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Toni Schönfelder
A lifetime of innovation

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Toni Schönfelder
A lifetime of innovation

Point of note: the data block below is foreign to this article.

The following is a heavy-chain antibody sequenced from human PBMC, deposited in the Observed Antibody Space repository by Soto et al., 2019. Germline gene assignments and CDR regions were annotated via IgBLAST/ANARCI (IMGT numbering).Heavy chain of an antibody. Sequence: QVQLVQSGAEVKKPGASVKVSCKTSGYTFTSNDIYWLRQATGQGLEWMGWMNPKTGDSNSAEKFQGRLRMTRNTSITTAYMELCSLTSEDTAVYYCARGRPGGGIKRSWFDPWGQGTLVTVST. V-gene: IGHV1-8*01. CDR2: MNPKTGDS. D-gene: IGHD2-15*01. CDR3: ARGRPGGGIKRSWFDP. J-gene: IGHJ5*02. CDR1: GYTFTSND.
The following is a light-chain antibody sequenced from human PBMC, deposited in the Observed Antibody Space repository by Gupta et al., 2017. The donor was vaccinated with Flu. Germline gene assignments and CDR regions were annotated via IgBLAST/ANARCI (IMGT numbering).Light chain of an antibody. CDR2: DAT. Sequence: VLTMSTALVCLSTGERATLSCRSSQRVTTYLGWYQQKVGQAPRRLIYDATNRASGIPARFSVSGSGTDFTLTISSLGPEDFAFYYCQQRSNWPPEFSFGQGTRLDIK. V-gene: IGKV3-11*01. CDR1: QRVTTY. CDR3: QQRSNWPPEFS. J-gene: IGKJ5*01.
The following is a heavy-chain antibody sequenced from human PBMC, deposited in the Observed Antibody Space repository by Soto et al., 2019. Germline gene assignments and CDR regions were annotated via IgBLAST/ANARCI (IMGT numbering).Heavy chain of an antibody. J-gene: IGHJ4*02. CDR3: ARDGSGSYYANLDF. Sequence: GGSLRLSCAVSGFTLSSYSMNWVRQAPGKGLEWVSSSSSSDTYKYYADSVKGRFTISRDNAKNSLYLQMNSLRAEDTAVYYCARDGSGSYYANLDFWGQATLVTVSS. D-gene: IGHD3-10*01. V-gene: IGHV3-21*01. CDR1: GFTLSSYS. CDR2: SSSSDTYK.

Corruption remains major problem in Latvia Finnish businesses complain of bad administrative practices By Jukka Rislakki in Riga In its fresh country report, the European Union calls on Latvia to bring its corruption problem under control. Experts differ on whether or not the problem is worse there than in the other Baltic States, but many top businesspeople feel that they are hurt by corruption. According to the World Bank, an average 1.4% of the turnover of companies in Latvia is spent on bribes. In Estonia the figure is 1.6% and in Lithuania, 2.8%. "I dont see any light at the end of the tunnel", sighs a high-ranking Western diplomat, whose mission in Riga includes monitoring the fight against corruption. Corruption, bribery, and various types of illegal financial dealings are everyday topics of discussion and something of an open secret. According to studies, the Latvians confidence in their police, customs, courts, tax authorities, and the privatisation office are virtually zero. Latvia ranks number 59 on a list compiled by the worldwide anti-corruption organisation Transparency International. The larger the number, the worse the perceived corruption problem. Ranking number one, as the least corrupt country, was Finland. "Corruption is difficult to measure, and we must keep in mind how the list was drawn up", says Inese Voika, head of the Latvian section of Transparency International. "It reflects the perception that people in the country have about the issue. In Latvia the people have a very negative view of their government." EU expert David Wallis returned home in December somewhat disappointed after working in Latvia for two years. He was part of the first EU experiment of its kind in a country that has applied for EU membership. Previously Wallis had taken part in anti-corruption work for the British police in Hong Kong. Wallis recently had a private meeting with 25 Finnish businessmen. He also managed to anger Latvian officials by criticising the governments measures as insufficient, and by speculating that the problem might make it more difficult for Latvia to join the EU and NATO. Wallis found it difficult to get appointments with top officials, and many of his recommendations were ignored. He did meet with the Prime Minister before leaving the country. Experts are quite satisfied with the Latvian President, but in their view, the Presidents aides shield her from unpleasant facts. "Fighting corruption requires political will and the commitment of the government", Wallis says. He recommended the establishment of a single strong, independent institute. Latvia now has dozens of bodies which all deal with the prevention of corruption. It is difficult for citizens to know whom to turn to. The government has started a new anti-corruption campaign, and in May it is to set up an investigative body, if Parliament passes the motion. Foreign experts are not convinced by the initiative. "Why so late, just before the elections? And why is the body to be made subordinate to three ministries? It is the wrong way, and it is not credible." Inese Voika is satisfied with small steps, noting that the Latvian constitution will not allow the establishment of a completely independent body. There has also been some concrete action: the Minister of Finance had webcams installed in the ministrys offices, allowing anyone with Internet access to see what is going on there. Newspapers often uncover scandals, but the revelations rarely lead to charges being filed. "Most cases in my time stopped at the office of the head prosecutor", says an American expert who used to serve in Latvia. The prosecutor would respond to inquiries, saying that "The state has not suffered any monetary harm", or "The person in question is no longer in office, and the case is therefore obsolete." The present head prosecutor says that corruption is the biggest problem of his office. He does not deny that prosecutors are susceptible to taking bribes. Police recently arrested the deputy head of Latvias tax police and the head of the environment office on suspicion of corruption, accused of pocketing money in connection with a Danish aid project. The director-general of the Bank of Latvia Einãrs Repse recently resigned from his post and went into politics as the head of a new party. He is expected to win an election victory with his anti-corruption platform. Helsingin Sanomat / First published in print 2.1.2002

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